In the first half of this year, Abu Dhabi demonstrated the UAE’s market resilience, by recording $6.1 billion worth of real estate transactions. In July, Dubai reaffirmed this by registering $2.9bn transactions in a single week.
Despite month-on-month prices falling for the first time this year in June, they remained over 10 per cent higher compared with June 2021. This recent slowdown should be read as a welcome sign, as it indicates that the market is healthy and can maintain a sustainable pace.
Real estate activities generate about 5.5 per cent of the UAE’s overall gross domestic product and this is likely to continue, especially as the UAE remains focused on economic diversification. The use of solar roof technologies and other sustainable development practices will also contribute to the country’s goals.
The UAE’s real estate rebound from the Covid-19 pandemic has been due to numerous factors. One is flexibility; maintaining an adaptable mindset has served the UAE well in its pursuit of a green future. The country’s rapid growth over the past 50 years has rightly been attributed to pioneering leadership and a willingness to innovate. The real estate sector is no exception and the Dubai 2040 Urban Master Plan, for example, is set to maximise the country’s resources. One of the goals in the master plan is to grow green areas by over 100 per cent. Meeting this goal would also greatly contribute to UAE's goal of Net Zero 2050.
Property developers can contribute by integrating “clean” infrastructure and technologies within their developments – such as adding solar panels, that alone could save up to 28 per cent in energy output, and electric car charging stations. Developers providing such facilities promotes eco-friendly habits among residents and can foster collective collaboration towards the country’s green agenda.
Research by a global real estate services company shows that 63 per cent of leading investors strongly agree that green strategies can drive higher occupancy rates, higher rent prices, and higher tenant retention. If Dubai 2040 is a resounding success, it will drive overall higher value for property developments.
Property developers who exhibit a sustainable mindset will be better off for it. For instance, introducing vast areas of greenery in the design of the development, can be beneficial. It would reduce the area of hard surfaces and thereby decrease heat absorption. In a country like the UAE, where summer temperatures can rise fast, this is highly beneficial and can save long-term energy expenditures and associated costs.
Solar panels can save property developments up to 28 per cent in energy output. This trend has not gone unnoticed in the UAE. To encourage the use of solar panels, the country offers the lowest tariffs and Power Purchase Agreements (PPA) in the world.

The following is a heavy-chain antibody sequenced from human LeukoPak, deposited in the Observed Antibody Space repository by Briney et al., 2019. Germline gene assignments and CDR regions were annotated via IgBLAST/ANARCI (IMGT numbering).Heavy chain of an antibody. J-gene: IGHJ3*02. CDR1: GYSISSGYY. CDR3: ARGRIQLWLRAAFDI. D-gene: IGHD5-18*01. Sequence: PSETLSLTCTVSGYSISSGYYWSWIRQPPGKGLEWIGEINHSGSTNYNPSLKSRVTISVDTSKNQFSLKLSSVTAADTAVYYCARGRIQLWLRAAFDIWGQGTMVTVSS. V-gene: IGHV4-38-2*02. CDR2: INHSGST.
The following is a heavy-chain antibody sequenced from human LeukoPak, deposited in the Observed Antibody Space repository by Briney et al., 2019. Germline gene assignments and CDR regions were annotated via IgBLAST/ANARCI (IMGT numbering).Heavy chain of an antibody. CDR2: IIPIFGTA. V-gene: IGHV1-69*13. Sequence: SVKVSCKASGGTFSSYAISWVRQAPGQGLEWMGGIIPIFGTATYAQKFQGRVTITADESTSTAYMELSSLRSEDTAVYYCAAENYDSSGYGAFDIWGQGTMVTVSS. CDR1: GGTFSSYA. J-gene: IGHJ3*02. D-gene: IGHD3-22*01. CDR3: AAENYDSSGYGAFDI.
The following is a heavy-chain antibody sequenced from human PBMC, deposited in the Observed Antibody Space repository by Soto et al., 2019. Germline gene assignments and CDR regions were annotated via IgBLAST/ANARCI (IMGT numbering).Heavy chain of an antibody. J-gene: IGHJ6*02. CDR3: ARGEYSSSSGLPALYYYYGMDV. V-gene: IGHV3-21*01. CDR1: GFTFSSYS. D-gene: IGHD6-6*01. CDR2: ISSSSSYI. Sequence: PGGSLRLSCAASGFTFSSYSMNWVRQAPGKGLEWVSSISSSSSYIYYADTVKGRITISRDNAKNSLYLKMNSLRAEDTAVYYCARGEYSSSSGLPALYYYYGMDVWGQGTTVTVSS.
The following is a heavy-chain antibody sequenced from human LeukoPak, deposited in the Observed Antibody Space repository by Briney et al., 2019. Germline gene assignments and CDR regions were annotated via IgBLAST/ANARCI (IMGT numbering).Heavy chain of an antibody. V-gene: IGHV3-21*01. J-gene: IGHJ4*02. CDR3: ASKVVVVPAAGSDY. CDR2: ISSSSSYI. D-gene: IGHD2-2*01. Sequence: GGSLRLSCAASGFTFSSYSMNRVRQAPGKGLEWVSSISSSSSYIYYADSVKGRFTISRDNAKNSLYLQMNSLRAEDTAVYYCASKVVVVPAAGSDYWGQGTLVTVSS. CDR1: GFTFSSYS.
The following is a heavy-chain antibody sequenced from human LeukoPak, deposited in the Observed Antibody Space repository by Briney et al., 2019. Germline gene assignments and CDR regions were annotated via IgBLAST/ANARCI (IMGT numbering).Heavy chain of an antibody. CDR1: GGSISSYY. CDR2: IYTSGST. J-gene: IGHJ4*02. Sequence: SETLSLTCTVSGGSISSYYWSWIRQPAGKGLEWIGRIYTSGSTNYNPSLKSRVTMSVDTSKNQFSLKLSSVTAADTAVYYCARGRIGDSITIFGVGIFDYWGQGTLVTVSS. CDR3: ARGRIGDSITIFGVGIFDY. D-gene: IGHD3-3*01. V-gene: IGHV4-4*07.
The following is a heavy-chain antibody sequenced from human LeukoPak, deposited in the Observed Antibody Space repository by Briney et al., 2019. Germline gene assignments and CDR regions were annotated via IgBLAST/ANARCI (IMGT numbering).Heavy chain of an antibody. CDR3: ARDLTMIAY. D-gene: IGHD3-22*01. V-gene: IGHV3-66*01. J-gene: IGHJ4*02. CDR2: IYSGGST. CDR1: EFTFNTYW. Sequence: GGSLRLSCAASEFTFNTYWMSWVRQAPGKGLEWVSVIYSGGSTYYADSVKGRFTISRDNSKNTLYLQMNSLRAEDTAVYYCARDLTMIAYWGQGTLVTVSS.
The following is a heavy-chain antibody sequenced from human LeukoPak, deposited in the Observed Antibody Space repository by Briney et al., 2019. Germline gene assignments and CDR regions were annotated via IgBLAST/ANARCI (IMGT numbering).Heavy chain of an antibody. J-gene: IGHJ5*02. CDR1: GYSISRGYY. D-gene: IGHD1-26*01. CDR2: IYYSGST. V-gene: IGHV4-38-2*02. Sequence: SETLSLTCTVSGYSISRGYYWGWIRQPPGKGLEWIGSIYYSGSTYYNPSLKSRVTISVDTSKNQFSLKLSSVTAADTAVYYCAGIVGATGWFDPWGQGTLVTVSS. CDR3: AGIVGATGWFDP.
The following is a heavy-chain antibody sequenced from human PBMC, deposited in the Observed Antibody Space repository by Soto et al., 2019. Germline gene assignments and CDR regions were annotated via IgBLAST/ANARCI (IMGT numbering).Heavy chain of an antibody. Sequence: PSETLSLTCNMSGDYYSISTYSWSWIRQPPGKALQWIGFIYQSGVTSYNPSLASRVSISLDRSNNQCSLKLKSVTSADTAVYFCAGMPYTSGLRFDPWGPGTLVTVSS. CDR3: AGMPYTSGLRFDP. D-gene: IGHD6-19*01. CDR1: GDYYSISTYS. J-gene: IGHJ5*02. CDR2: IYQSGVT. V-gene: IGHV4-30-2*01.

The price of solar PV systems in the UAE has dropped by more than 76 per cent in recent years and this has spearheaded a number of projects, including in Abu Dhabi's Al Dhafra region; approximately 1.6 million houses in the UAE will be provided electricity while tariffs of $13.50 per megawatt-hour will make it one of the lowest solar PPA costs in the world.
With solar benefits becoming increasingly realised, the UAE is projected to hit a Compound Annual Growth Rate of more than 15 per cent by 2027. Property developers who strategically implement solar infrastructure will have much to gain.
Whether it be through architectural design, construction practices, waste management, there are several ways for developers to implement sustainability and reap the benefits.
In the same way that the UAE is addressing the growing concern of climate change, while simultaneously spurring real estate growth, it has also shaped regulatory frameworks around modern needs. Dubai recently having introduced property law is one prime example. The Dubai Land Department has mandated the appointment of approved and independent Real Estate Regulatory Agency appraisers to attract more foreign capital and ensure greater transparency. The city's real estate market has attracted new foreign investment of more than $27bn in 2021. Considering this, the new law will serve to maintain investors' interest and retain the UAE’s standing as a global destination for real estate investment.
The new brokerage law that was introduced in August also illustrates the UAE’s forward-thinking mindset. It will also ensure that brokers report all cash deals worth Dh55,000 and above.
A combination of these factors has led to a string of record-breaking transactions in 2022, as the UAE strives toward a greener, more secure and sustainable future.